Jorman Heflin

Date of Award

Summer 2019

Document Type

Open Access Thesis


Biological Sciences

First Advisor

Beth Krizek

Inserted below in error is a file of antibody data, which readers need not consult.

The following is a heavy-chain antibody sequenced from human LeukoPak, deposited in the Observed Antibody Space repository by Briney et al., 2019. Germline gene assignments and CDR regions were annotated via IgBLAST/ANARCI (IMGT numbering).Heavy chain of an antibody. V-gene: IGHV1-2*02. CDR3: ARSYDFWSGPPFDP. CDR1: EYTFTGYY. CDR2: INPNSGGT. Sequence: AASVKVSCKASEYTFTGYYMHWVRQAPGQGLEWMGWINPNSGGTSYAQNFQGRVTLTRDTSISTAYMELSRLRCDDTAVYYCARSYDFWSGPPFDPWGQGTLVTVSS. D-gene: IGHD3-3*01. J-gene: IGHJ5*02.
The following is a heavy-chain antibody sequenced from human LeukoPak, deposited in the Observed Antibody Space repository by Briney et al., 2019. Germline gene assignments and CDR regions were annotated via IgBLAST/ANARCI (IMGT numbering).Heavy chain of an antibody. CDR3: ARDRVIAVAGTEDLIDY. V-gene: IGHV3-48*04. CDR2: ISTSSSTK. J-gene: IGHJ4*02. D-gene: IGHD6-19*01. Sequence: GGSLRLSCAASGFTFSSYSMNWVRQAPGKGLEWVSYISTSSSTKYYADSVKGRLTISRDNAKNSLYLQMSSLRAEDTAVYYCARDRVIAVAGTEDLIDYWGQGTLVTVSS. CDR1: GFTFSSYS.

Flowers, and the fruits and seeds they produce, are of great agricultural and economic importance. Understanding the molecular mechanisms that mediate the identity, size and arrangement of floral organs within the flower may allow us to tune these elements for increased crop productivity. I examine several potential regulatory targets of the Arabidopsis AINTEGUMENTA-LIKE6 (AIL6) transcription factor that is involved in these processes and I identify protein-protein interactions that may mediate its activity in flowers. As described by the ABCE model, unique floral organ identities are specified in each whorl of the flower by different combinations of homeotic gene activities. Two members of the AINTEGUMENTA-LIKE/PLETHORA (AIL/PLT) transcription factor family, AINTEGUMENTA (ANT) and AIL6, also contribute to floral organ identity in whorls two, three and four. The experiments described here investigate the possible role of AIL6 in regulation of homeotic gene expression. Furthermore, I investigate whether AIL6 can interact with itself and/or other members of the AIL/PLT transcription factor family. I show that AIL6 binds to regulatory regions of the class B and C genes. While activation of an inducible AIL6 transcription factor in ant ail6 flowers partially restores petal, stamen and carpel identity, no immediate effect on expression of the homeotic genes was observed suggesting that their regulation by AIL6 may be indirect. I also find that AIL6 is able to interact with itself and with ANT when transiently expressed in Nicotiana benthamiana leaves. Furthermore, I find evidence that ANT interacts with itself in Arabidopsis flowers. Thus, dimerization may influence the DNA binding activity or specificity of these transcription factors. Flower fertility is critical in agriculture and this family of transcription factors are key regulators of floral organ development. Improving our understanding of the molecular means by which these transcription factors regulate flower development may lead to important advances in crop production or floriculture.

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